Cartography is an act of history-making. History is created, re-created, interpreted, re-interpreted, narrated and counter-narrated by the act of mapping. Pala Pothupitiye’s work features juxtaposing, overlapping and morphing portraits and maps that refer back to the past while evoking the present production of the history today.
Coming from a background of traditional craft artists and ritual specialists, he incorporates and reinterprets the material and philosophical content of traditional art in his work. Pothupitye received his art education at the Visual and Performance Art University at Colombo, graduating with a BFA in sculpture.
A subtly political artist, Pothupitiye confronts compelling political issues raised by the war in Sri Lanka and extends his inquiry questions of caste, the distinction between art and craft, tradition and modernity, as well as generating a critique of Euro-centrism.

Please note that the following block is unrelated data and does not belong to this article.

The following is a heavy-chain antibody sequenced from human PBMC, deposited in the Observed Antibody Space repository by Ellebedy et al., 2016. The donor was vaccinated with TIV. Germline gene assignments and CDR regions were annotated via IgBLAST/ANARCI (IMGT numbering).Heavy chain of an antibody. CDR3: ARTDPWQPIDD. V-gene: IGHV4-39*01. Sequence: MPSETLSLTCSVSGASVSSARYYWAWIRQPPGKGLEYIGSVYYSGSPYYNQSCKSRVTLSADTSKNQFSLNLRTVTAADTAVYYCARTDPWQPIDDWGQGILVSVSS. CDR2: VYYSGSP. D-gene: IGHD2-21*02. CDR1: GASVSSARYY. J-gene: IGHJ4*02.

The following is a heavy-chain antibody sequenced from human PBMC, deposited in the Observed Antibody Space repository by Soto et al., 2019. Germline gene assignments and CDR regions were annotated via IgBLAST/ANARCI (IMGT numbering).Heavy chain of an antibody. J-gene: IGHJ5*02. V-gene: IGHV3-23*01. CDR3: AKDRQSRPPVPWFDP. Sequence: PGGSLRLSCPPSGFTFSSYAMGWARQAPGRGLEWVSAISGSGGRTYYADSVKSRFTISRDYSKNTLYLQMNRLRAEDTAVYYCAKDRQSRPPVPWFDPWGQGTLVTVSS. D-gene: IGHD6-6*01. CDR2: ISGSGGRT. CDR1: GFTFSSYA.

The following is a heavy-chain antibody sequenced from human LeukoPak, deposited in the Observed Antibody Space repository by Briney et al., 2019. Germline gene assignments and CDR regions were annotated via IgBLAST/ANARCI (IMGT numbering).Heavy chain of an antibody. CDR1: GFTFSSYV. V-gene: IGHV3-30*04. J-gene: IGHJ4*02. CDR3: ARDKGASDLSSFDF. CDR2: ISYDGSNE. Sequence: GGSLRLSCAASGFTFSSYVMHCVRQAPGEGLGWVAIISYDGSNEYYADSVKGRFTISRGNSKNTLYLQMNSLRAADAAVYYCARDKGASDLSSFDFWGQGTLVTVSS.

Pothupitiye was named Best Artist of the Year and received First Place in Sculpture at the State Art Festival in Sri Lanka in 2003. In 2005 he was also selected to participate in the 3rd Fukuoka Triennial at the Fukuoka Asian Art Museum in Japan, and in 2010 received the jury awarded 1st Prize in the Sovereign Art Asian Prize, Hong Kong.